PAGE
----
In this Thursday, July 9, 2020, file photo, Bill Christeson holds up a sign that reads "Follow the Money" outside the Supreme Court in Washington after it ruled that President Donald Trump must release his tax records. Trump's lawyers filed fresh arguments Monday, July 27, to try to block or severely limit a criminal subpoena for his tax records, calling it a harassment of the president. Credit: Andrew Harnik | AP

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President Donald Trump either cheated on his taxes or is a failure as a businessperson — maybe both.

But the revelations in the New York Times expose on Trump’s tax returns are hardly shocking.

Now we know that he failed to pay any federal income taxes in 10 out of 15 years, and for two years he paid just $750 — a pitiful amount for a person who lives such an extravagant lifestyle.

Earlier reporting by the New York Times had shown that Trump and his family used questionable business practices and deception to benefit themselves and that far from being a self-made success story, Trump rode the coattails of his father to great wealth.

There’s a reason that Trump has refused to release his tax returns, breaking a norm of political activity that includes presidential candidates and candidates for public office at just about every level.

No matter how damaging keeping the secret might be, the truth — it’s clear now — would be worse.

But we knew that, right? Even the most diehard, forever Trump supporter had to know that he was keeping his financial records secret because releasing them would cause damage to his reputation and aspirations.

The president is shameless, and perhaps there’s someone out there eating in a diner in the “real America” who will hear the story about Trump and his failure to pay taxes and decide that this — finally — is the last straw and they can no longer vote for him.

But I doubt it.

The president has lied and mishandled a global pandemic that has killed more than 200,000 Americans and more than a 1 million people worldwide. It’s on tape. There’s no denying it.

He’s devoted time and energy to actively trying to take health care away from millions of Americans, including those covered by Medicaid, with the repeal of the Affordable Care Act.

He’s started trade wars that hurt the interests of some of his strongest supporters.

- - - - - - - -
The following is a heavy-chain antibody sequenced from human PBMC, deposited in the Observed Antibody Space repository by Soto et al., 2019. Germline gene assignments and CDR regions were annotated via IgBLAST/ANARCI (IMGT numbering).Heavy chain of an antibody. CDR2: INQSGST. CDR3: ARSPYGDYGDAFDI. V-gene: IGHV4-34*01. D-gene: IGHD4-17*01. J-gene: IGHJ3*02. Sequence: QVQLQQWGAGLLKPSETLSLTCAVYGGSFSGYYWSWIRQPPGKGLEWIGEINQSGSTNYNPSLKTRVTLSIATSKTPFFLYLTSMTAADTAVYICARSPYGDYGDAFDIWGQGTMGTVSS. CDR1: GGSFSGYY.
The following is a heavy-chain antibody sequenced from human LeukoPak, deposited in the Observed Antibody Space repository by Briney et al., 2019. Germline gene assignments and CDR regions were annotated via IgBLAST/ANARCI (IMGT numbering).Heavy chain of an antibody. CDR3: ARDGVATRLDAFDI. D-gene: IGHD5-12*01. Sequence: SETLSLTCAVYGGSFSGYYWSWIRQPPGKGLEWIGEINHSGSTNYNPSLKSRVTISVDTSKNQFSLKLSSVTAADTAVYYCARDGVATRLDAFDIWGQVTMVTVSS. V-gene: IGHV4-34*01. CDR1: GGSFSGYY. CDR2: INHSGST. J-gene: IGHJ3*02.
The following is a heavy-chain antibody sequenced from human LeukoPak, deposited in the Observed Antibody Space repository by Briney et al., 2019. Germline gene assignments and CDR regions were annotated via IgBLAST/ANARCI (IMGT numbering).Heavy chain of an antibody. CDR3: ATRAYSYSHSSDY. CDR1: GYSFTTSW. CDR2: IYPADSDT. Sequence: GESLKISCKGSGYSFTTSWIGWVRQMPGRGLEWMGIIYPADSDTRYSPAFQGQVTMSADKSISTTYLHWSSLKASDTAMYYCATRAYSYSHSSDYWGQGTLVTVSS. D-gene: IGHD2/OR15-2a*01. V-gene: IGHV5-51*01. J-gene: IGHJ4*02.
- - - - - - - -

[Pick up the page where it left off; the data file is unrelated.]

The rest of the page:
He’s stoked the flames of violence and racism, and done everything in his power to roll back protections for LGBTQ people and women.

He’s made misleading statements more than 20,000 times — and been caught.

And stood by unmoved as millions of Americans have lost their jobs during the spread of COVID-19.

If you’re not moved to oppose Trump based on any of that, and a whole lot more, I don’t see how you react to the news about the president and his taxes with anything more than a shoulder shrug.

But here’s the silver lining. President Trump won the presidency despite losing the popular vote by nearly 3 million votes. And he’s done little to expand his base, in Maine or nationally.

Polling from Maine shows former Vice President Joe Biden with a healthy lead statewide and virtually tied in Maine’s more conservative 2nd Congressional District, which Trump won handily in 2016.

Polling in other swing states tells a similar story, with Biden up in Michigan and Pennsylvania and within striking distance in places like Florida and even Texas.

I would like to think that the truth and new information about Trump misdeeds previously unknown would sway some voters away from the president — that some small number of his supporters would move if they just saw the truth.

But the evidence for that isn’t apparent.

At a campaign stop in 2016, Trump said: “I could stand in the middle of Fifth Avenue and shoot somebody, and I wouldn’t lose any voters.”

It turns out that might have been one of the few honest things he’s said.

The big story tax story this week, the big debate this week, the big story to come or the outrageous act yet to be uncorked — it’s hard to see how any of it makes a difference.

The good news, though, is a majority of Americans already see Trump for who he is (just like they did in 2016). If they turn out and vote in large numbers, that will be enough.

And maybe, just maybe, we can get back to a place where reality matters and failing to pay taxes is a big deal for a politician.

David Farmer is a public affairs, political and media consultant in Portland.

David Farmer, Opinion columnist

David Farmer is a political and media consultant in Portland, where he lives with his wife and two children. He was senior adviser to Democrat Mike Michaud’s campaign for governor and a longtime journalist....